Broadly speaking, modern bike lights can be split into two main categories: lights for road/commuting use and lights for mountain bike use. They differ vastly in terms of light output, run time, weight and expense so how can you make sure you're getting the best?
We review dozens of bike lights every year at BikeRadar and this page features our pick of the best front and rear lights for road cycling and commuting.
Road lights are split into another two categories: those that provide enough illumination to enable you to see what's on the road and those that are designed to simply ensure that you're seen by other road users.
For this guide, we've selected front lights that are more powerful and will enable you to see where you are going on unlit cycle paths or rural roads while the rear lights are designed primarily to make you visible to other road users. Factors such as battery life, weight and side visibility are more important than all-out power for the rear lights.
If you're looking for lights for off-road riding, you need something more powerful that can light up unlit trails in dark woods, though we have included a handful more powerful lights here.
Magicshine MJ906B 2018
- £140 / $170 / AU$N/A
- Incredible value for money
- Excellent battery life
Magicshine has long been the brand to beat in terms of value for money. While the app-tuneable 906B isn't totally issue free, it still presents amazing performance for remarkably little outlay.
The claimed 3,200 lumen max power is focussed around a central hotspot, making it easy to pick out road debris at a distance. The free app also allows you to program up to 20 different solid, SOS, flush or pulse modes.
The separate battery pack won't appeal to everyone, but this is one well worth considering if you value battery life and power over low weight.
Knog PWR road
- £85 / $90 / AU$120
- Genuinely innovative modular lighting solution
- Nicely constructed
Knog's recently released modular PWR system was released to much fanfare earlier this year. The whole system is based around a central power pack that is available in a number of different capacities, and Knog has plans to include camp lights, Bluetooth speakers and more as part of the PWR family.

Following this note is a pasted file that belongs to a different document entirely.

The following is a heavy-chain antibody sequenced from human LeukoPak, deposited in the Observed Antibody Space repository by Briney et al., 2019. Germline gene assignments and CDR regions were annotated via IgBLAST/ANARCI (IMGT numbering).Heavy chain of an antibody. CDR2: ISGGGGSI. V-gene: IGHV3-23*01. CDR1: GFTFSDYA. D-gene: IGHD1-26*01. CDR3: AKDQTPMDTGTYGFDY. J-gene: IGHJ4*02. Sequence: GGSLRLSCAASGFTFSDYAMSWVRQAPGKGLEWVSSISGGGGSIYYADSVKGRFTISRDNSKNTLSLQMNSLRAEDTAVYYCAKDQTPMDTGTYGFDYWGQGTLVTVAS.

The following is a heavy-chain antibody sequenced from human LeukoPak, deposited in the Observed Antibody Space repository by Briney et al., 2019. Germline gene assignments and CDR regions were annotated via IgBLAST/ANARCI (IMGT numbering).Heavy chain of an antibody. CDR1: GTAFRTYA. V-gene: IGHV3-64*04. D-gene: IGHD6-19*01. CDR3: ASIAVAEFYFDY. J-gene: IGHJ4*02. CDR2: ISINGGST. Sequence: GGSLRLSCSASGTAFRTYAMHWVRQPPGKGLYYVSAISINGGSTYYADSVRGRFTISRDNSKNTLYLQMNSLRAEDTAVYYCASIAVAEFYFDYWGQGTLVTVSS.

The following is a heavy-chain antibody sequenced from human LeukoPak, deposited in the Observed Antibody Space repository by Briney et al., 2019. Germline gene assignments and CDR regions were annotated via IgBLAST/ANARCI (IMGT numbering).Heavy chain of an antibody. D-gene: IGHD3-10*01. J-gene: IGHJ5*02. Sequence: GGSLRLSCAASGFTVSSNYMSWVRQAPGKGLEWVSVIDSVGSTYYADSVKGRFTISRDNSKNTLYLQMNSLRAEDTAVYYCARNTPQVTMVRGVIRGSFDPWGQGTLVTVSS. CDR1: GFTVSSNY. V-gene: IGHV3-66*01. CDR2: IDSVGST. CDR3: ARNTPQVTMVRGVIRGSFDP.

We've spent seven months testing the 600 lumen head and a medium (5,000mAh) battery and have found the PWR system to be totally fuss free. The battery life is also pretty decent for a mid-powered light.
As a new-ish product, we can't speak for long-term reliability, but so far the light has been very hardwearing and we don't expect any long-term issues.
Guee SOL 700 Plus
- £60 / $79 / AU$104
- Automatic power adjustment
- Nice CNC machined body
If you're the sort of person who always forgets to dip their full beam (stop being that person), the automagically power adjusting Guee SOL 700 might just be the light for you.
While this might sound a little gimmicky, in practice we've found the automatic adjustments to be quite useful, particularly while riding at dawn or dusk when street lighting can be a little patchy.
The light also fixes onto GoPro mounts, opening up a whole host of potential mounting positions.
Exposure MaXx-D Mk10
- £375 / $514 / AU$680
- Ridiculous 3,300 lumen power
- Great reliability and direct manufacturer back-up
If you subscribe to the more is more mantra when it comes to bike lights, the retina searing 3,300 lumen Exposure MaXx-D Mk10 might be the one for you.
The MaXx-D is more than just a lumen-bazooka though — with built in accelerometers that automatically dim the light when you stop moving, a huge number of accessories, mounts and excellent manufacturer-direct support, the light is well worth considering despite its high cost.
Niterider Lumina OLED 1100 Boost
- £140 / $150 / AU$250
- OLED information panel is genuinely useful
- Clear and long-reaching beam
The Niterider Lumina is built around a relatively simple, single 1,100 lumen Cree LED that is sat behind high-quality optics that give a clear, long-reaching and useful beam.